U.S. Meddling in Chile’s 1964 Presidential Election
Given the U.S. government’s meddling in Chile’s 1964 presidential election, I can’t help but wonder whether that has contributed to the major obsession that U.S. officials have with supposed Russian meddling in U.S. presidential elections. When one does bad things to others, oftentimes this causes the malefactor to think that others are doing the same thing to him.
Americans didn’t learn about the full extent of the CIA’s meddling in the 1964 election until 2004, when U.S. officials decided to declassify records relating to what they had done.
Why that 40-year period of secrecy? Why, “national security” course. If the American people had found out what the CIA had done before that, the United States might have fallen into the ocean or maybe even been taken over by communists, Muslims, illegal immigrants, or drug dealers.
The purpose of the CIA’s intervention was to help presidential candidate Eduardo Frei defeat his opponent Salvador Allende, a Chilean physician.
Why the preoccupation with defeating Allende? Because Allende was more than just a doctor. He was also an avowed socialist. A democratically elected president with socialist proclivities was considered a grave threat to U.S. “national security.”
Keep in mind, after all, that this was 1964, during the period when the U.S. national-security establishment was convinced that the communists were coming to get us. The idea was that ever since the end of World War II, there supposedly existed a vast, worldwide communist conspiracy to take over the world that was supposedly based in Moscow, Russia. (Yes, that Russia!) If Allende were to be democratically elected president, that could accelerate, the notion went, the communist conquest of the United States, especially given the continued existence of the communist regime in Cuba.
In the process of helping Frei win the election, the CIA became a major factor in the election, albeit secretly and surreptitiously. According to an article on the meddling on the website of the National Security Archive,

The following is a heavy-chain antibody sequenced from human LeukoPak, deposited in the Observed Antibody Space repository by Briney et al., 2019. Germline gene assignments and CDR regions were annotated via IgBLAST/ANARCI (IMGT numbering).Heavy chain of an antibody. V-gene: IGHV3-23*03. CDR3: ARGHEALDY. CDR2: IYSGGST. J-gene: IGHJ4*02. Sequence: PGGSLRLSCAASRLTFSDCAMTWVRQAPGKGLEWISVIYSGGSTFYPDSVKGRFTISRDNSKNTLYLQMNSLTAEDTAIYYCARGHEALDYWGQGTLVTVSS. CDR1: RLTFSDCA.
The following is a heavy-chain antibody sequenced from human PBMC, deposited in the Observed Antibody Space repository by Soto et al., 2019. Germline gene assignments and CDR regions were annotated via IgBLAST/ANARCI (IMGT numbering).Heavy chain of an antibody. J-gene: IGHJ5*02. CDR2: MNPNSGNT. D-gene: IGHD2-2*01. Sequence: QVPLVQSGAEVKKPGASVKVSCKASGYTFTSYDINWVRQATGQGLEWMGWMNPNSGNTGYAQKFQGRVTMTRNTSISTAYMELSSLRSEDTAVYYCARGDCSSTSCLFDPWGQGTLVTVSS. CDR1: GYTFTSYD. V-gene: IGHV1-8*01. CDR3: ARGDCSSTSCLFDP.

[C]overt support for Frei’s Christian Democrats began in April 1962, at the suggestion of Kennedy aide Richard Goodwin and the U.S. Ambassador to Chile, with a series of secret payments on “a non-attributable basis”–meaning that the source of the funds was kept a secret from Frei and his party officials. In preparation for the 1964 campaign, in December 1963 the CIA’s Western Hemisphere Division proposed a concrete “political action program in Chile” to bolster the Christian Democrats chances of winning. The CIA’s Chief of Western Hemisphere Division, J.C. King, recommended that funds for the campaign “be provided in a fashion causing Frei to infer United States origin of funds and yet permitting plausible denial,” so that the CIA could “achieve a measure of influence over [the] Christian Democratic Party.”
The documents record that on March 26, 1964, Frei’s campaign managers met with U.S. embassy officials to go over their campaign budget of $1.5 million for which the party only had $500,000. A memorandum recording the meeting noted that “The Chileans suggested that the U.S. government make up this difference which amounts to one million dollars for the period from now to election time.” The “Special Group” which approved covert actions met on April 2 in the White House situation room and authorized CIA financing of the campaign and a compromise with the CIA in which the U.S. source of the secret funding “would be inferred” but with “no evidence of proof.”
On May 14, the Special Group approved an increase in covert spending to $1.25 million to allow the Christian Democrats to “campaign at its full potential.” On July 23, the Johnson administration approved another $500,000 for Frei to “maintain the pace and rhythm of his campaign effort.”
The CIA ended up spending $2.6 million to underwrite Frei’s campaign. Another $3 million was spent on an anti-Allende propaganda campaign.
Frei won the election. It was also a grand victory for the CIA.
Six years later, however, the U.S. government’s meddling in the 1970 Chilean presidential election ended up in failure. This time, Allende ended up winning the election. That then motivated the CIA to engage in such sordid, dark-side practices as bribery, kidnapping, assassination, transportation strikes, and, finally, a military coup that succeeded in ousting Allende from office. Let’s just hope that Russia doesn’t go that far.